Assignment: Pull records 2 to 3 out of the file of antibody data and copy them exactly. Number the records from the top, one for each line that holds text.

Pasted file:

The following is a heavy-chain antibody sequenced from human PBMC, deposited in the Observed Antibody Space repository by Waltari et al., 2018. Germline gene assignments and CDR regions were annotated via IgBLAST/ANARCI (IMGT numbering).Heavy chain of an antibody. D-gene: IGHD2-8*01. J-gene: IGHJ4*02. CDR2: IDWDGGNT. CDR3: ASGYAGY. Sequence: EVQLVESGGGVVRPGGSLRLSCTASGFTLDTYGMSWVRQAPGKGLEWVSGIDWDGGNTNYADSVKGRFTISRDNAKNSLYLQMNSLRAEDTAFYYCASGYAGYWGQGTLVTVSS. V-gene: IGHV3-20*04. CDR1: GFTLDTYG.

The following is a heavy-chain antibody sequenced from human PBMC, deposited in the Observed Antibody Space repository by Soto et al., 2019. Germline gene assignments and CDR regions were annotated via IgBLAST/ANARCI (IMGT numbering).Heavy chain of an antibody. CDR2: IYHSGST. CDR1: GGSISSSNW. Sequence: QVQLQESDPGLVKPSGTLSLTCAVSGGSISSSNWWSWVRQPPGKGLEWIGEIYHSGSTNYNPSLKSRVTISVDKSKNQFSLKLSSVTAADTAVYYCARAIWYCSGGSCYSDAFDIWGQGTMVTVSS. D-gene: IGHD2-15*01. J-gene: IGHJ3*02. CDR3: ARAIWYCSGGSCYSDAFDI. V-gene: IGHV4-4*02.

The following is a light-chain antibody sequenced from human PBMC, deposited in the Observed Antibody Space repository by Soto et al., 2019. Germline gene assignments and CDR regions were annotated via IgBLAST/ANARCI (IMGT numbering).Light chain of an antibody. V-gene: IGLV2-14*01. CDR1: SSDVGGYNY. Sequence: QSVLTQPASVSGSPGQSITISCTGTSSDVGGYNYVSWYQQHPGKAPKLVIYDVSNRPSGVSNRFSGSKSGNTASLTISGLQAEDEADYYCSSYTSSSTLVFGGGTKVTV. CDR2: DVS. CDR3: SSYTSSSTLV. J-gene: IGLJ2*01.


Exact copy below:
The following is a heavy-chain antibody sequenced from human PBMC, deposited in the Observed Antibody Space repository by Soto et al., 2019. Germline gene assignments and CDR regions were annotated via IgBLAST/ANARCI (IMGT numbering).Heavy chain of an antibody. CDR2: IYHSGST. CDR1: GGSISSSNW. Sequence: QVQLQESDPGLVKPSGTLSLTCAVSGGSISSSNWWSWVRQPPGKGLEWIGEIYHSGSTNYNPSLKSRVTISVDKSKNQFSLKLSSVTAADTAVYYCARAIWYCSGGSCYSDAFDIWGQGTMVTVSS. D-gene: IGHD2-15*01. J-gene: IGHJ3*02. CDR3: ARAIWYCSGGSCYSDAFDI. V-gene: IGHV4-4*02.

The following is a light-chain antibody sequenced from human PBMC, deposited in the Observed Antibody Space repository by Soto et al., 2019. Germline gene assignments and CDR regions were annotated via IgBLAST/ANARCI (IMGT numbering).Light chain of an antibody. V-gene: IGLV2-14*01. CDR1: SSDVGGYNY. Sequence: QSVLTQPASVSGSPGQSITISCTGTSSDVGGYNYVSWYQQHPGKAPKLVIYDVSNRPSGVSNRFSGSKSGNTASLTISGLQAEDEADYYCSSYTSSSTLVFGGGTKVTV. CDR2: DVS. CDR3: SSYTSSSTLV. J-gene: IGLJ2*01.